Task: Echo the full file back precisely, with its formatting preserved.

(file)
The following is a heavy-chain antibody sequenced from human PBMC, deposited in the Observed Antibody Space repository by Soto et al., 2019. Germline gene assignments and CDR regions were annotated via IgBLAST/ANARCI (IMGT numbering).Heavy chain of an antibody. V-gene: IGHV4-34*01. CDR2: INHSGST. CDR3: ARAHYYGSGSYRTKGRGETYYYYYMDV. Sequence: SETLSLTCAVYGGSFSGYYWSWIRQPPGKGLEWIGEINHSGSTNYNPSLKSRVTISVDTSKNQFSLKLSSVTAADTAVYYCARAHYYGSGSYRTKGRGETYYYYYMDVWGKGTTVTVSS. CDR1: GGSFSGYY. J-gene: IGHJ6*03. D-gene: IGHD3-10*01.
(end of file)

The following is a heavy-chain antibody sequenced from human PBMC, deposited in the Observed Antibody Space repository by Soto et al., 2019. Germline gene assignments and CDR regions were annotated via IgBLAST/ANARCI (IMGT numbering).Heavy chain of an antibody. V-gene: IGHV4-34*01. CDR2: INHSGST. CDR3: ARAHYYGSGSYRTKGRGETYYYYYMDV. Sequence: SETLSLTCAVYGGSFSGYYWSWIRQPPGKGLEWIGEINHSGSTNYNPSLKSRVTISVDTSKNQFSLKLSSVTAADTAVYYCARAHYYGSGSYRTKGRGETYYYYYMDVWGKGTTVTVSS. CDR1: GGSFSGYY. J-gene: IGHJ6*03. D-gene: IGHD3-10*01.